because you love them more than you want them to like you,

sharing half of your favorite sandwich,

following through with your word,

and weeping with those who weep

even when you don’t understand

their pain.

Rejoicing with those who rejoice

even when you’re in pain.


Love is from God

and God loves His church,

so you should, too.

The church is not the coolest place.

It’s full of people you wouldn’t choose to hang out with

if you had a choice.

Instead, it’s full of sinners, just like you.

And the Bible says, that though we’re individuals,

together we make one body.

So when going to church

feels like an awkward three-legged race with someone

much shorter or taller than you

that makes sense.

But instead of untangling yourself from that person,

walking away and proclaiming exasperatedly:

“It’s just gonna’ be me and Jesus from now on”

first, remember that you’re not being that original

(everyone tries this at some point)

and second, God tells us that we’re to work

as members of the Body

with patience and love.


And I’ll say this:

When you finally stop fixating on the awkwardness

of the church

you’ll see around you people who would drop everything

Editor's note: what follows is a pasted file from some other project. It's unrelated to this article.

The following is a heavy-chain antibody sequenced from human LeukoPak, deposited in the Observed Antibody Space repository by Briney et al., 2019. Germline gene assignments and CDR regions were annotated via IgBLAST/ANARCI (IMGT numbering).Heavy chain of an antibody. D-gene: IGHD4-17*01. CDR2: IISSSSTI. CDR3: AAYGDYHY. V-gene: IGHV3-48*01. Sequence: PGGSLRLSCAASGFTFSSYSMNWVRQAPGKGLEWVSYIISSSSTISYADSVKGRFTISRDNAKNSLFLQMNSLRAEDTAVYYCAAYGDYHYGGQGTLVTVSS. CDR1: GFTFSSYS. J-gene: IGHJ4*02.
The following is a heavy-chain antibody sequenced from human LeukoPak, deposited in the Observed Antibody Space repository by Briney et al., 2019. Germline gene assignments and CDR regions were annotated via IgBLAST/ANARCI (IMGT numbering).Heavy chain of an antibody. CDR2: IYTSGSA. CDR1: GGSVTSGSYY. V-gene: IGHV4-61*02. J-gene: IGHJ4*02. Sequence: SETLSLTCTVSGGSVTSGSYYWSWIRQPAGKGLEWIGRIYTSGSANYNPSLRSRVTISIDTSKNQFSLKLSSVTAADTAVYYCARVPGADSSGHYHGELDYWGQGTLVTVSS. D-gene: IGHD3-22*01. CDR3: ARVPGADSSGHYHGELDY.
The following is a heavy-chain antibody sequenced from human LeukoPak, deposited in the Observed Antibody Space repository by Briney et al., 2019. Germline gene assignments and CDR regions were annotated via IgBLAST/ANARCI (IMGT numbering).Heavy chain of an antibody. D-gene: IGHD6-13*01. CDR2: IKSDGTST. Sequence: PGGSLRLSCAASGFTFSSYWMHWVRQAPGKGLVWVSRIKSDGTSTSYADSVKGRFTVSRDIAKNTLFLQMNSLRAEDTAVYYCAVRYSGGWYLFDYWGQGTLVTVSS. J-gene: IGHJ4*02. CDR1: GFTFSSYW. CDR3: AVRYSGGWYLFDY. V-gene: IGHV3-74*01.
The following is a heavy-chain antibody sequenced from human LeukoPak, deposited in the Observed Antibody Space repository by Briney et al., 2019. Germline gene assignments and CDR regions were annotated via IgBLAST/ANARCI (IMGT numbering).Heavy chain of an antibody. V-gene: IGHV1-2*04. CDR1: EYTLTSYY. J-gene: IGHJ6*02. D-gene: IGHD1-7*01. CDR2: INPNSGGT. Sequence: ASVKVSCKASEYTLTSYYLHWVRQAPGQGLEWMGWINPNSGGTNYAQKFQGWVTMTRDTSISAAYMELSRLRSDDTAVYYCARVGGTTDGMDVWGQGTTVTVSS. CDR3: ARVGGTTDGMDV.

to pray for you,

take you out to coffee

and share their own story, for your sake.

The church is full of sinners, yes, but sinners being molded

into the shape of Christ

and they are your family. And there

is a beauty that you

will miss

if you don’t stick around, serve

and let others serve you.


When I wanted the church least

I needed the church most.


Look for those

who love like God.


When it comes to romantic love

look for the man or woman who sits

in the ashes with a hurting friend;

the one who takes correction with humility

because they are serious and passionate

about becoming more like Christ.

Look for the one

who loves the local church; who does not despise

other Christians when they are sick,


or slothful

but rather patiently comes alongside them,

never ceasing to work and move

in a way that strengthens the entire Body.